Why talent marketing matters
We’re at an interesting moment for employer/employee dynamics. The job market is hot, the skills gap is wide, and recruiters have a lot on their plates. You might even go so far as to say most recruiters’ plates look like someone who is really trying to get their money’s worth from the $35 brunch buffet (and surreptitiously stuff a little in their pockets for later). At the same time, CEOs and other executives understand that the people who work at a company are critical to its success. Here are some resources that I referenced to get this general scope of what’s going on.
Now that we understand a bit more about the talent landscape, let’s look at some talent marketing tactics that can help your company share your culture with prospective candidates.
Talent marketing tactic #1: Sharing your HR/People initiatives
Spotify shares their diversity data to show where they currently are and set goals about where they’d like to be in the future. Check out the Spotify HR blog for this post and many more on Spotify’s unique People policies.
The Buffer “Open” blog provides an FAQ about some of the company’s more unusual policies, like their fully distributed team and their complete salary transparency.
Google “Netflix culture” and you get a Halloween-style grab bag (seriously, Tootsie rolls are still a thing?) of everything from “culture of fear” to “how to copy Netflix’s culture.” Clearly there’s a lot to say about what it’s like to work at Netflix, which is why they’ve decided to confront this head on with the “Debunking Netflix Culture Myths” series on YouTube. Real employees share anecdotes and insights about their experiences, and as a viewer you’re left to form your own opinion about whether Netflix would be the right work environment for you.
Talent marketing tactic #2: Profile employees to highlight career opportunities and cultural values
The Greenhouse Blog, which I regularly contribute to, has a series called “Growing in the Greenhouse” that profiles employees from throughout the company. This is a simple way of sharing employee stories and company culture. For example, LV, who’s featured in the picture above, started out as a sales development representative, and through a ton of hard work and support from his managers, was able to transfer to an engineering role. Read the full story here.
You don’t necessarily need to go long-form when sharing your employees’ stories. You can take your cues from Spotify, who do a simple portrait and a short caption on Instagram. This is a simple but powerful way to celebrate your employees. Check out more examples on Spotify’s Careers Page.
Video is another format that’s worth exploring when looking for ways to share your employees’ stories. You can go crazy and hire a whole production team to create a super polished finished product, but this is by no means necessary. When I worked at AfterCollege, we hired a freelance videographer to take videos around the office. We asked our interns to talk about what they’d been doing over the summer, describe a typical day on the job, and share some highlights from their experience. Here’s an example of one of the videos we created for a Software Developer intern.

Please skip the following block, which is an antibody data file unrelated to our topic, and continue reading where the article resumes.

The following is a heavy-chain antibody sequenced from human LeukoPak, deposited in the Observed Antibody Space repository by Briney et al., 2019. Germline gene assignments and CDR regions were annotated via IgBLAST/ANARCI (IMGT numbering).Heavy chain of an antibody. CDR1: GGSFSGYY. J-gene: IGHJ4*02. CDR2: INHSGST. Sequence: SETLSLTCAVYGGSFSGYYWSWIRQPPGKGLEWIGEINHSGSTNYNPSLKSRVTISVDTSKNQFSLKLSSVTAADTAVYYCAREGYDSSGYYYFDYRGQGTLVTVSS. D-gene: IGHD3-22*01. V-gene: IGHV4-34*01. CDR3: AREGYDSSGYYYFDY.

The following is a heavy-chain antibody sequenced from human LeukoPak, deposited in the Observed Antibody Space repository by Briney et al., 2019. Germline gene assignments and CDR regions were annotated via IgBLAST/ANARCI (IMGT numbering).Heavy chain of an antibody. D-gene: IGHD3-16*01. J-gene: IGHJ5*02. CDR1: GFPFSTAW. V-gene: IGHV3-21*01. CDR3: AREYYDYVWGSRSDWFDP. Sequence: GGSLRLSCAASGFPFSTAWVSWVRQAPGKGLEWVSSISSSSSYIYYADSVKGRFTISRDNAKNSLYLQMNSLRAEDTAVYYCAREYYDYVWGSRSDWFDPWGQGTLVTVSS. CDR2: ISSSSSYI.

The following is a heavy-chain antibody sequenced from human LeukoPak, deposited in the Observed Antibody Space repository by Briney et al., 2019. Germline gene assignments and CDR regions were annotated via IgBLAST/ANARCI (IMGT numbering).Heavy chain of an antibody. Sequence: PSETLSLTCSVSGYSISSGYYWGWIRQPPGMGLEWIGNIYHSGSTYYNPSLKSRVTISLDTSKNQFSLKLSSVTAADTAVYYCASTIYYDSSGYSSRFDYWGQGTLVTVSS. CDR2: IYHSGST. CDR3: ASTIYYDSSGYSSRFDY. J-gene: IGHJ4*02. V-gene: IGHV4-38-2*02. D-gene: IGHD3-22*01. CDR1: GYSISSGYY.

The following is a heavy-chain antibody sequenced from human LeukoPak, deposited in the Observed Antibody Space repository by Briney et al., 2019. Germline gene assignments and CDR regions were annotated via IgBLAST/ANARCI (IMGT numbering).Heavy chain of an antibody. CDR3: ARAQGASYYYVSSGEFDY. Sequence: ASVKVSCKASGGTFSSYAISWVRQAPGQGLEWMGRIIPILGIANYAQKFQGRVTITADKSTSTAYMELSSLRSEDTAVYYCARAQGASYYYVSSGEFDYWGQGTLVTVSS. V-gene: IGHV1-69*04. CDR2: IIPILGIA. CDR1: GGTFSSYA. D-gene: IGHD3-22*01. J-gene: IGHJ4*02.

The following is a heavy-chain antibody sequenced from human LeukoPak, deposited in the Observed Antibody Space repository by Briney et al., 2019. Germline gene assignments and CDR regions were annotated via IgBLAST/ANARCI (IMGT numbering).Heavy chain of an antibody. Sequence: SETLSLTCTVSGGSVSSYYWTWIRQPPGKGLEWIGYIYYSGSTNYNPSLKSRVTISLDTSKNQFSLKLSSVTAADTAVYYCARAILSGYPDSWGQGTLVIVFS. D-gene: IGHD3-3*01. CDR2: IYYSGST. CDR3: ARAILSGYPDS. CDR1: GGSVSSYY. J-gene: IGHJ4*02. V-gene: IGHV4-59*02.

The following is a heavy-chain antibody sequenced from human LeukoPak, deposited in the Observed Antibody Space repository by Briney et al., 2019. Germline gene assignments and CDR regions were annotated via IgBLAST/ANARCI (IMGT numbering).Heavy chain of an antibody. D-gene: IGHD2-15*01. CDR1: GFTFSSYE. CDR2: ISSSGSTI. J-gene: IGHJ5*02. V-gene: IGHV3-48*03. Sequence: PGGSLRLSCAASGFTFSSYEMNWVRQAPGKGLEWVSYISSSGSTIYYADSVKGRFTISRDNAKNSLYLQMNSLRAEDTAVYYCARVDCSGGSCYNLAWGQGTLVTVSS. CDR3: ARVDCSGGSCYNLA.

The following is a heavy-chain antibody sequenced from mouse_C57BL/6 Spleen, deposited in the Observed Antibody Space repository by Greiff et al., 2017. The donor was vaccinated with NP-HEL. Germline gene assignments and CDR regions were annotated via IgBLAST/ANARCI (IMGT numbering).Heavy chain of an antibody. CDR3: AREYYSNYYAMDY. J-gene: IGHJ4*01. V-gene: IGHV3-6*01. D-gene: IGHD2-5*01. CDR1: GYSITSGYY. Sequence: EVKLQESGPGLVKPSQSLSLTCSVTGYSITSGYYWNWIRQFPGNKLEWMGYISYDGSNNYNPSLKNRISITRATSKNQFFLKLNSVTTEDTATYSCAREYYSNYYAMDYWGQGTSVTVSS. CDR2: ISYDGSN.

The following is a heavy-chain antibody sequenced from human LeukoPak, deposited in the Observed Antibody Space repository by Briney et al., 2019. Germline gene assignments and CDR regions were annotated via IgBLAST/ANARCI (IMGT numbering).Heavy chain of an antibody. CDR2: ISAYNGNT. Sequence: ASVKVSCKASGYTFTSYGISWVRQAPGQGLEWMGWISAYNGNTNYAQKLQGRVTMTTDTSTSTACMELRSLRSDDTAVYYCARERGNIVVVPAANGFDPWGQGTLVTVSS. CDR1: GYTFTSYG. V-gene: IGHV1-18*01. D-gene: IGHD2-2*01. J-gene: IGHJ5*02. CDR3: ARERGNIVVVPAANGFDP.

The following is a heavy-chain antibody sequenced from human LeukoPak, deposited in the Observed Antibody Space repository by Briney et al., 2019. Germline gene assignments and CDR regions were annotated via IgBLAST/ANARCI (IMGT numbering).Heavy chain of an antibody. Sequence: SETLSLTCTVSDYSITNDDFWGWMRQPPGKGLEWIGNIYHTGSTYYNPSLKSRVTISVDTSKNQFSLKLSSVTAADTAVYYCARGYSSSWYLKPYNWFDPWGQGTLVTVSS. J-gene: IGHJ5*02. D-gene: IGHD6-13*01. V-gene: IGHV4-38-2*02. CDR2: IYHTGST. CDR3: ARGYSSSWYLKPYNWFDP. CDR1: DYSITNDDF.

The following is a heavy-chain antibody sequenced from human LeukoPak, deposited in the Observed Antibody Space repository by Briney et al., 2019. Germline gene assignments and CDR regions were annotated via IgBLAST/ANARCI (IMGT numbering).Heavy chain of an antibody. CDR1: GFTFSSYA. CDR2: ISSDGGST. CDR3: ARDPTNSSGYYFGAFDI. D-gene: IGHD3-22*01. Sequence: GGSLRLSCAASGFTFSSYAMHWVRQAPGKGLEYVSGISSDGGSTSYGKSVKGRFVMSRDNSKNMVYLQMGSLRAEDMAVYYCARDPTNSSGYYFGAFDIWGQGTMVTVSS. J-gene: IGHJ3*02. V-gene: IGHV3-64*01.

Talent marketing tactic #3: Showcase the work your employees are doing
This blog post from Buffer is a great example of how to showcase what your employees are doing. By sharing conferences they’re speaking at or other fun projects they’re involved in, you can demonstrate that growth and professional development are priorities at your organization.
Just in case the YouTube series wasn’t enough (or maybe for those people who prefer to consume their content as audio rather than video), Netflix has created the WeAreNetflix Podcast that dives into very specific aspects of the company’s work, such as how they approach design thinking or post production.
Similarly, Pandora has created the “People of Pandora” podcast that’s dedicated to sharing the stories of their employees. Recent episodes include “From College to Corporate” about summer interns, “Intersectionality” where women discuss their relationship to feminism and intersectionality, and “LatinX Heritage Month” where employees share how their heritage shaped their lives and roles.
My goal in sharing these various tactics and examples is to help you realize how many different approaches there are to talent marketing. If you have budget and resources, you can go all out, but even if you don’t, there are small steps almost anyone can take.
Are there any companies you think are doing something special when it comes to talent marketing? Drop me a line in the comments to let me know!